So, what is the relevance of these points? First, it is important to note that they do not appear in the Lingshu or the classics of Chinese medicine. But they are brought forward and discussed by Van Nghi, a well-respected scholar and physician of the past century. His commentary, with its descriptions of reactivity and pain associated with these pairings of three sinew channels, appears to convey that the relevance is its value in diagnostic work. In his commentary, he further discusses the season in which disorders generally appear for these pairings (for example, "Disorders in the Jing Jin of the three Yin hand channels generally appear in the course of the three months of winter.")

I feel an understanding of the underlying anatomy gives some perspective on these regions or points, and can help guide you as to when and if to use them. At the least, the anatomy can help understand how these pairings of channels meet in these regions. Let's take GB-22 or the region under the axilla as an example.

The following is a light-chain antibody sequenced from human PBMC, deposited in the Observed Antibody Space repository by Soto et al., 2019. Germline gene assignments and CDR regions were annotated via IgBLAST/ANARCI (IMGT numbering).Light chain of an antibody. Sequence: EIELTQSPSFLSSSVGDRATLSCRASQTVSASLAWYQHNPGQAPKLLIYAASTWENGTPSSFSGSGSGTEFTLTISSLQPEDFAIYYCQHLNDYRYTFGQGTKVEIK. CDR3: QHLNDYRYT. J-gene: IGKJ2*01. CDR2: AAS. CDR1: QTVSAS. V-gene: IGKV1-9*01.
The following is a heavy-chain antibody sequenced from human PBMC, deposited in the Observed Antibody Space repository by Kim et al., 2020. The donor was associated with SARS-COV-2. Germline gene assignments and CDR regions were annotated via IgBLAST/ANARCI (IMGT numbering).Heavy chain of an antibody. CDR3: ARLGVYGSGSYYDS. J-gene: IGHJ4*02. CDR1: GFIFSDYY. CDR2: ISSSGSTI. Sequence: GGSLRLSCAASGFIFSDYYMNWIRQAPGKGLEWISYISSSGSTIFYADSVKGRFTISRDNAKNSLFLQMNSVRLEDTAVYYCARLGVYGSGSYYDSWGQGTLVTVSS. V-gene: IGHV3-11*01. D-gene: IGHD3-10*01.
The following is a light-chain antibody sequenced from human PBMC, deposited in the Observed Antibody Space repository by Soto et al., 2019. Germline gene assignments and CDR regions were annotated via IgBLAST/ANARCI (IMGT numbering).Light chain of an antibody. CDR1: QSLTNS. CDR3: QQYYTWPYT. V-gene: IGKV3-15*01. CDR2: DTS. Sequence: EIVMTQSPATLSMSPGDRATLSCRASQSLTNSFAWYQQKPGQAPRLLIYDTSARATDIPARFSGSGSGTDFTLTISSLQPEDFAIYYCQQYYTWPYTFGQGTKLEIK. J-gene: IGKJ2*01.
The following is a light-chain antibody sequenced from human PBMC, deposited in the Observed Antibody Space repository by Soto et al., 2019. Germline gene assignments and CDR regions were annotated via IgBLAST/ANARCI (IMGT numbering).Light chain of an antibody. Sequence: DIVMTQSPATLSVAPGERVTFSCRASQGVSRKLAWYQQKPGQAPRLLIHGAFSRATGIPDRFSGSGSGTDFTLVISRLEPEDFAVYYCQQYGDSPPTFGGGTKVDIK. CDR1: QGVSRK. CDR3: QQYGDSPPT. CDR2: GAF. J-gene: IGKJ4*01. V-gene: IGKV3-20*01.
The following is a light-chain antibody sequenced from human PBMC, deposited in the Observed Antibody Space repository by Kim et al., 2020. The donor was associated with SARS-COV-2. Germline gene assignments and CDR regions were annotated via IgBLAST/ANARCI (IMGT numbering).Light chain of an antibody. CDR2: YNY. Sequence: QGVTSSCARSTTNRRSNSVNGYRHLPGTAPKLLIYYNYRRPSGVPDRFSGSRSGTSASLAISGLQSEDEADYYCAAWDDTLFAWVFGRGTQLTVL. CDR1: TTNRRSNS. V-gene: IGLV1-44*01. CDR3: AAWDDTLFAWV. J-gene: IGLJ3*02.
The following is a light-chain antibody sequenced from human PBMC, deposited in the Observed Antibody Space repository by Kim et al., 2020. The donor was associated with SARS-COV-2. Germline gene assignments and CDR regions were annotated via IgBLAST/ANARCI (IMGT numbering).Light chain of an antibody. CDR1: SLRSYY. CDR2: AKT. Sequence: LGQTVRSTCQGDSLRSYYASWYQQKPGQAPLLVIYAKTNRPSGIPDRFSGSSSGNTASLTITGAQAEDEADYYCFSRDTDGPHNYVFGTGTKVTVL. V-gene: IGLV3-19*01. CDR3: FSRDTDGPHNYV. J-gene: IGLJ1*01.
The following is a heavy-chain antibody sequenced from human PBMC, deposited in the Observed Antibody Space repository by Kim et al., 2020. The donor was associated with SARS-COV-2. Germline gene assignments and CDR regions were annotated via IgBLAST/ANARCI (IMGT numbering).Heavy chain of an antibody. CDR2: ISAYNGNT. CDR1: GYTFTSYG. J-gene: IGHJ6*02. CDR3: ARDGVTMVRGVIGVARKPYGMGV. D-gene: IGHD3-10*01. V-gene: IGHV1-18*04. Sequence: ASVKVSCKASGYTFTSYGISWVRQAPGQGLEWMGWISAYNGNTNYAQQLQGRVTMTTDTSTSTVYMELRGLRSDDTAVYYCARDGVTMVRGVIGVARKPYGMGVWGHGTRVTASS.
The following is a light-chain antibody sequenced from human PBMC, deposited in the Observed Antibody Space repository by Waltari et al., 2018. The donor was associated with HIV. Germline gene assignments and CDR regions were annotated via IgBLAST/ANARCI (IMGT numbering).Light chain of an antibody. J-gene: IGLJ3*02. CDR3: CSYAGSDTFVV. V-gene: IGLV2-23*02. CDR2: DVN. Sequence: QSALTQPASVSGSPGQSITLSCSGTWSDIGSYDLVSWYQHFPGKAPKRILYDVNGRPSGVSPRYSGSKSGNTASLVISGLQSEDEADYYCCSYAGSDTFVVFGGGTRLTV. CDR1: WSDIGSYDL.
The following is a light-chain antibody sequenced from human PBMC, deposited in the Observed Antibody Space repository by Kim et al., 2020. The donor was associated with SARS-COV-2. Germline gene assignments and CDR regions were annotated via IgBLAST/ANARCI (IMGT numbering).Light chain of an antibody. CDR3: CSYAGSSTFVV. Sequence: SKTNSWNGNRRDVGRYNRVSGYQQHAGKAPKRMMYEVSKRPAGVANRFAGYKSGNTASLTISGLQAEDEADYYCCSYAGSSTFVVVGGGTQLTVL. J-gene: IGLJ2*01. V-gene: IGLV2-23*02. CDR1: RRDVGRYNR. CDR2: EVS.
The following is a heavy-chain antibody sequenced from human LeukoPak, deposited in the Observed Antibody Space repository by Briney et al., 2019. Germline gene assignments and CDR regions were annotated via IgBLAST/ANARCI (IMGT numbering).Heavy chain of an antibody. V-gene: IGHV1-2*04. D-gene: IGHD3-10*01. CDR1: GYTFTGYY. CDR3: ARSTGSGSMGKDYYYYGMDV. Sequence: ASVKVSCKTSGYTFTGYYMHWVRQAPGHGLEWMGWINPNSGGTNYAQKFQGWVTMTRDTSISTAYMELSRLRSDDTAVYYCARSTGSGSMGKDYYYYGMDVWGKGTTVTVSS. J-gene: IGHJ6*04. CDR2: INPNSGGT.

In my listing, the three arm Yin sinew channels include the following muscles and fascia:
  • Lung sinew channel includes the pectoralis minor and the clavipectoral fascia.
  • Heart sinew channel includes the pectoralis major
  • Pericardium sinew channel includes the serratus anterior
The clavipectoral fascia (which envelopes the pectoralis minor muscle), the fascia of the pectoralis major, and the fascia of the serratus anterior all blend together in the region of GB-22. This is seen in the diagram below in the region of the suspensory ligament of the axilla which unites all of these channels and helps form the base of the axilla. GB-22 is one of several motor points of the serratus anterior (SP-21 is another). It, therefore has a direct influence on this muscle, but I feel that it influences all three muscles and associated channels. Although GB-22 is a Yang channel point, it is a motor point of a Yin sinew channel muscle (Pericardium) and exists at a region where the other Yin arm sinew channels meet.

These images highlight the merging of fascial planes of the 3 arm Yin sinew channels. The image on the left is from Netter's Atlas of Human Anatomy. The two images on the right are from Functional Atlas of the Human Fascial System by Carla Stecco.


Sunday, December 11, 2016

The Sinew Channels at the Pacific Symposium

I have not posted in a while and plan on starting up again. Below is a bit of a summary of what I have been doing and some thoughts on future posts.